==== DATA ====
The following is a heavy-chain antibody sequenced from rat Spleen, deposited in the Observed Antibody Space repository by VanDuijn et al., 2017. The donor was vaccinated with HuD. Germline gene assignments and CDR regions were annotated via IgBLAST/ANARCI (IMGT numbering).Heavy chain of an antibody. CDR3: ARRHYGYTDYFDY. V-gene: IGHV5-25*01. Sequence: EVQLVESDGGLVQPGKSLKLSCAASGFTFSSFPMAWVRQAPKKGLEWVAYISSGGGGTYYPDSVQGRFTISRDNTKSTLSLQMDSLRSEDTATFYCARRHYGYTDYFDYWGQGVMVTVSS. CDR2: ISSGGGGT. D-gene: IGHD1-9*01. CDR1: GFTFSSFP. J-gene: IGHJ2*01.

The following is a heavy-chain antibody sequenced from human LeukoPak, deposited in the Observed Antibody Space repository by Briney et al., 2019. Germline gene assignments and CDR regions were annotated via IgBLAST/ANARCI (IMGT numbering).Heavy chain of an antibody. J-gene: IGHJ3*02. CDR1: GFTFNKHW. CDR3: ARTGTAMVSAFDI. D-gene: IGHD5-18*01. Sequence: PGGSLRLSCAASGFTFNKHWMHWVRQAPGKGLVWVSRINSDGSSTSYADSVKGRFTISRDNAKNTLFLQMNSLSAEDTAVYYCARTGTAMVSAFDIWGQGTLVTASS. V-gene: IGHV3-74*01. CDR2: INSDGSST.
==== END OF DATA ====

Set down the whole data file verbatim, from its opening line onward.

The following is a heavy-chain antibody sequenced from rat Spleen, deposited in the Observed Antibody Space repository by VanDuijn et al., 2017. The donor was vaccinated with HuD. Germline gene assignments and CDR regions were annotated via IgBLAST/ANARCI (IMGT numbering).Heavy chain of an antibody. CDR3: ARRHYGYTDYFDY. V-gene: IGHV5-25*01. Sequence: EVQLVESDGGLVQPGKSLKLSCAASGFTFSSFPMAWVRQAPKKGLEWVAYISSGGGGTYYPDSVQGRFTISRDNTKSTLSLQMDSLRSEDTATFYCARRHYGYTDYFDYWGQGVMVTVSS. CDR2: ISSGGGGT. D-gene: IGHD1-9*01. CDR1: GFTFSSFP. J-gene: IGHJ2*01.

The following is a heavy-chain antibody sequenced from human LeukoPak, deposited in the Observed Antibody Space repository by Briney et al., 2019. Germline gene assignments and CDR regions were annotated via IgBLAST/ANARCI (IMGT numbering).Heavy chain of an antibody. J-gene: IGHJ3*02. CDR1: GFTFNKHW. CDR3: ARTGTAMVSAFDI. D-gene: IGHD5-18*01. Sequence: PGGSLRLSCAASGFTFNKHWMHWVRQAPGKGLVWVSRINSDGSSTSYADSVKGRFTISRDNAKNTLFLQMNSLSAEDTAVYYCARTGTAMVSAFDIWGQGTLVTASS. V-gene: IGHV3-74*01. CDR2: INSDGSST.